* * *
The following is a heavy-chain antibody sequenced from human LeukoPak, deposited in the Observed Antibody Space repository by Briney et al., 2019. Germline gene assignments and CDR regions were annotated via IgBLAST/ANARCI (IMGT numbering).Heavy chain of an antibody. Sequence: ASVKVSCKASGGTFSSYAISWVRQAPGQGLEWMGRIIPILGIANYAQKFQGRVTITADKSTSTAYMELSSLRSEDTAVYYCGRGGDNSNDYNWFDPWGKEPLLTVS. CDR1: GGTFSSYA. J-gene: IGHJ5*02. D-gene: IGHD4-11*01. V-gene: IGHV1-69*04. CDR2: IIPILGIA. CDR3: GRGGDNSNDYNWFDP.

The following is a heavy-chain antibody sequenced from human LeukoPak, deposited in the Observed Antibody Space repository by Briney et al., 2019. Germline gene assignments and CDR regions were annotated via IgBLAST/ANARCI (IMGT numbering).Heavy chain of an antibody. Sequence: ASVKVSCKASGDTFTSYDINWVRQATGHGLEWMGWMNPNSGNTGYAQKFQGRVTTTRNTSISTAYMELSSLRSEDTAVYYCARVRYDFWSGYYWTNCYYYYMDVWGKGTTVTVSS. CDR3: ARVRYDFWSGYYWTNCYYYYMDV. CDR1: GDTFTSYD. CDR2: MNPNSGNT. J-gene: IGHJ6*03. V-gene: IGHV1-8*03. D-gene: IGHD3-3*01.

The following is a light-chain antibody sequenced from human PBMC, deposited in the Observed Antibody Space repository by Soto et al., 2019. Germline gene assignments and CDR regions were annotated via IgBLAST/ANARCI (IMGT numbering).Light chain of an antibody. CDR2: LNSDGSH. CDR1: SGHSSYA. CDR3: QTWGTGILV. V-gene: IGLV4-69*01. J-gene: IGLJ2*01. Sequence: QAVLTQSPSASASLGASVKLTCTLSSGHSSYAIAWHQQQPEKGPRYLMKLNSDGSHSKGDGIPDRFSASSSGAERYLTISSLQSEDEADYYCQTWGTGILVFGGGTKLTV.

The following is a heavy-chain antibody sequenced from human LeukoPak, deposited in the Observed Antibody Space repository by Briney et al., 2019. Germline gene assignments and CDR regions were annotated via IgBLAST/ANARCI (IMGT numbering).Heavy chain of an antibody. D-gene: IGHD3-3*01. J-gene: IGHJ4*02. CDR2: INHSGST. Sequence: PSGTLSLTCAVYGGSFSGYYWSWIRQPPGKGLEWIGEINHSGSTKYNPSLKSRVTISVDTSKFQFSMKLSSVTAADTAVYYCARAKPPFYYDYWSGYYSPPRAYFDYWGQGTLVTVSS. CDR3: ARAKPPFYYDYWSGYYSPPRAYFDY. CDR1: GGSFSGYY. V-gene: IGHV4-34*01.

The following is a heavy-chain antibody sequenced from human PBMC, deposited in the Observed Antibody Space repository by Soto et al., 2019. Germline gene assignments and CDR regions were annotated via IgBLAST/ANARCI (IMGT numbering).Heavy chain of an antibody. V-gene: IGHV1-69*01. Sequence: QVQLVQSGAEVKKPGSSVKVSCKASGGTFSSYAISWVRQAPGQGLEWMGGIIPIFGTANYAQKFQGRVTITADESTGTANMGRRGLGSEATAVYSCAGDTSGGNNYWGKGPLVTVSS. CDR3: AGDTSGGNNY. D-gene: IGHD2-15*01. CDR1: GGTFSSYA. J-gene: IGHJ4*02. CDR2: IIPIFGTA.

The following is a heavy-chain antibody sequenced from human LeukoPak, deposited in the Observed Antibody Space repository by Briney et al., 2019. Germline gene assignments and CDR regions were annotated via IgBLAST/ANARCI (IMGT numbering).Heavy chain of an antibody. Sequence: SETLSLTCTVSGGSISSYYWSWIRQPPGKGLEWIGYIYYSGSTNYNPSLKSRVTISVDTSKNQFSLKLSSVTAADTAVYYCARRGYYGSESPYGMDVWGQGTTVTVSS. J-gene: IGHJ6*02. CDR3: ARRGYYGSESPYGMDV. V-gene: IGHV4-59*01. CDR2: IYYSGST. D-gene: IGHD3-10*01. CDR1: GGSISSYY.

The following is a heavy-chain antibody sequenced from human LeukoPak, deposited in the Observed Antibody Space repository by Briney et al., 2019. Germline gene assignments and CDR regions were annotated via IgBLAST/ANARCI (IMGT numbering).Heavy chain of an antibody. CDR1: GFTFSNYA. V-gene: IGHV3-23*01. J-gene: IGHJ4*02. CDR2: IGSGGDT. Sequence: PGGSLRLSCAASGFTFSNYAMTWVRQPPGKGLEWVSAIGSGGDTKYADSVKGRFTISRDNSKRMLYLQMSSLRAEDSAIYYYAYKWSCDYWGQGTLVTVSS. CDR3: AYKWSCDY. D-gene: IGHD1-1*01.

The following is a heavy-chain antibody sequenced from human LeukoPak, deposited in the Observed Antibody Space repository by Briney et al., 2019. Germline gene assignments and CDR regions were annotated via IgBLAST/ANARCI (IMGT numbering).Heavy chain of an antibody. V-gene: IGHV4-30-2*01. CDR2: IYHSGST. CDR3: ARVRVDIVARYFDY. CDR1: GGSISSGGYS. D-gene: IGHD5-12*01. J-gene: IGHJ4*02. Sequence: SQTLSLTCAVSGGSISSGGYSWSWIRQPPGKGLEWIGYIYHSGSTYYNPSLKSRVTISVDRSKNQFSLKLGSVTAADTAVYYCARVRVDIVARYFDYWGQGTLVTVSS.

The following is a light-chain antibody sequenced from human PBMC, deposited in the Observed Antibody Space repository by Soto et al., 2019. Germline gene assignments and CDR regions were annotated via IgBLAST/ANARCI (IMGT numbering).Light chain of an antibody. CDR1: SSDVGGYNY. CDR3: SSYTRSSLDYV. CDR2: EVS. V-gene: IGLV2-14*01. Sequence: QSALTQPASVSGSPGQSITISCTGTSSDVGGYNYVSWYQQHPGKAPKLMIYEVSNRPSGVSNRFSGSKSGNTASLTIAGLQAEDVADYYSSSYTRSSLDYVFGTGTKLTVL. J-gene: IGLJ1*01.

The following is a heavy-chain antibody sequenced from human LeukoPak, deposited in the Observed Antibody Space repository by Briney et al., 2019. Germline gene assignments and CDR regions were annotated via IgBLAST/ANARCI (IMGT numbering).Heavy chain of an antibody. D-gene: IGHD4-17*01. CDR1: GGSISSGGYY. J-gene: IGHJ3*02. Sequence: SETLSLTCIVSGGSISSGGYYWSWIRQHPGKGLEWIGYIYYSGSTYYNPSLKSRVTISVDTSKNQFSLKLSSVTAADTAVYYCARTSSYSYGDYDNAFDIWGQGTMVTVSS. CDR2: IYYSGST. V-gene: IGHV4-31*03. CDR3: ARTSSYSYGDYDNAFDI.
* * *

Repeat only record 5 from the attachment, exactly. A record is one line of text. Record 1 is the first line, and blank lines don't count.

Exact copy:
The following is a heavy-chain antibody sequenced from human PBMC, deposited in the Observed Antibody Space repository by Soto et al., 2019. Germline gene assignments and CDR regions were annotated via IgBLAST/ANARCI (IMGT numbering).Heavy chain of an antibody. V-gene: IGHV1-69*01. Sequence: QVQLVQSGAEVKKPGSSVKVSCKASGGTFSSYAISWVRQAPGQGLEWMGGIIPIFGTANYAQKFQGRVTITADESTGTANMGRRGLGSEATAVYSCAGDTSGGNNYWGKGPLVTVSS. CDR3: AGDTSGGNNY. D-gene: IGHD2-15*01. CDR1: GGTFSSYA. J-gene: IGHJ4*02. CDR2: IIPIFGTA.